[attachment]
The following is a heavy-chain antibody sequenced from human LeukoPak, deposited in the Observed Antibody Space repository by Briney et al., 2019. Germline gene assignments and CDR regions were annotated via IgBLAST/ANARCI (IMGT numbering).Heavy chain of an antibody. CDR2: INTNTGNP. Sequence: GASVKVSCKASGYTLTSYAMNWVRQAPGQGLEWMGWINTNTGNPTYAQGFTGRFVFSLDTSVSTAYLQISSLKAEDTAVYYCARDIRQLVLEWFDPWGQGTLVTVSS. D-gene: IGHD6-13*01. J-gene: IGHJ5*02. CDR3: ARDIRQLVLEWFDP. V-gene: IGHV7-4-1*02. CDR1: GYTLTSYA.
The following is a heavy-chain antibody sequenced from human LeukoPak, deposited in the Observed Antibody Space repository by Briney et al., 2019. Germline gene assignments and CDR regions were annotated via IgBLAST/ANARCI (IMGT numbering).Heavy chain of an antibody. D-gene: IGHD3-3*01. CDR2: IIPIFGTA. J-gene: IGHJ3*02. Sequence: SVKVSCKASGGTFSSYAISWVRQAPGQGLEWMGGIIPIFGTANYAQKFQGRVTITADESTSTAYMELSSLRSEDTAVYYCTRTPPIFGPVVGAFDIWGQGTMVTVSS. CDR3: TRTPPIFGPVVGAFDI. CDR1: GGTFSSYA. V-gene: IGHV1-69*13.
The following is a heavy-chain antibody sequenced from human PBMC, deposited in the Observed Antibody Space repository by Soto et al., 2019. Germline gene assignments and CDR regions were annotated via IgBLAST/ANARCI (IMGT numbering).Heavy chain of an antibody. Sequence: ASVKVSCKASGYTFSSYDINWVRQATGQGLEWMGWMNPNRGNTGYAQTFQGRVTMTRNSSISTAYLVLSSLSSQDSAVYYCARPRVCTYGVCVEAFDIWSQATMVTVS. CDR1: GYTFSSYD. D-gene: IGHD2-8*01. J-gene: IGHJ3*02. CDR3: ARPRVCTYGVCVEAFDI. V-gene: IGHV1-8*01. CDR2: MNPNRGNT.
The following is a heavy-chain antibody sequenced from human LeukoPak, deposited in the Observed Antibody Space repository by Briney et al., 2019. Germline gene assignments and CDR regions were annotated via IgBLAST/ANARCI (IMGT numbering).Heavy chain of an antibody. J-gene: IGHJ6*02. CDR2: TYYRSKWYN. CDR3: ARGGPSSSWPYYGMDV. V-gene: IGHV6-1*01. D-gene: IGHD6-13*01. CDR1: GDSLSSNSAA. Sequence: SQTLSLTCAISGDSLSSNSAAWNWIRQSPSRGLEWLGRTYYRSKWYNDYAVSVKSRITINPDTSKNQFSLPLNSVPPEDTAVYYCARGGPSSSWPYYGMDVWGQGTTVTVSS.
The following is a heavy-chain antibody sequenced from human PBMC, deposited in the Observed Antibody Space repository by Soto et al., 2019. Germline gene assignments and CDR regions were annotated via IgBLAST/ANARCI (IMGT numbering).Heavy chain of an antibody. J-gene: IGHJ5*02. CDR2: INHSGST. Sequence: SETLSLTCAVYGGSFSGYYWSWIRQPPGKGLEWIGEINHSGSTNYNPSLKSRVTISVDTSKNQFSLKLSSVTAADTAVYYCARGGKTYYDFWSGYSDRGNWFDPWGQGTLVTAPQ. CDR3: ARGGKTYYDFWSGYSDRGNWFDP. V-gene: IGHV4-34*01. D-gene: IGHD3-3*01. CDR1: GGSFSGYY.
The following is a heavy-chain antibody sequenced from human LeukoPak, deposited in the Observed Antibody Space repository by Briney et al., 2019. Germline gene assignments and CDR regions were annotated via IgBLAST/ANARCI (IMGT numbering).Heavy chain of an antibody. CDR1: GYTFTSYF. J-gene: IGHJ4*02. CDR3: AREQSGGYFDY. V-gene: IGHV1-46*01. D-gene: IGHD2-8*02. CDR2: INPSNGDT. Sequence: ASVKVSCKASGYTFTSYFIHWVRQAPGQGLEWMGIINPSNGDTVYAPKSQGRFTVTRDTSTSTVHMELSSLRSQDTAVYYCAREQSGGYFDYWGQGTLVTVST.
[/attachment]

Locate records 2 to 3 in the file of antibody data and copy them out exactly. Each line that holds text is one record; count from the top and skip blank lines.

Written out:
The following is a heavy-chain antibody sequenced from human LeukoPak, deposited in the Observed Antibody Space repository by Briney et al., 2019. Germline gene assignments and CDR regions were annotated via IgBLAST/ANARCI (IMGT numbering).Heavy chain of an antibody. D-gene: IGHD3-3*01. CDR2: IIPIFGTA. J-gene: IGHJ3*02. Sequence: SVKVSCKASGGTFSSYAISWVRQAPGQGLEWMGGIIPIFGTANYAQKFQGRVTITADESTSTAYMELSSLRSEDTAVYYCTRTPPIFGPVVGAFDIWGQGTMVTVSS. CDR3: TRTPPIFGPVVGAFDI. CDR1: GGTFSSYA. V-gene: IGHV1-69*13.
The following is a heavy-chain antibody sequenced from human PBMC, deposited in the Observed Antibody Space repository by Soto et al., 2019. Germline gene assignments and CDR regions were annotated via IgBLAST/ANARCI (IMGT numbering).Heavy chain of an antibody. Sequence: ASVKVSCKASGYTFSSYDINWVRQATGQGLEWMGWMNPNRGNTGYAQTFQGRVTMTRNSSISTAYLVLSSLSSQDSAVYYCARPRVCTYGVCVEAFDIWSQATMVTVS. CDR1: GYTFSSYD. D-gene: IGHD2-8*01. J-gene: IGHJ3*02. CDR3: ARPRVCTYGVCVEAFDI. V-gene: IGHV1-8*01. CDR2: MNPNRGNT.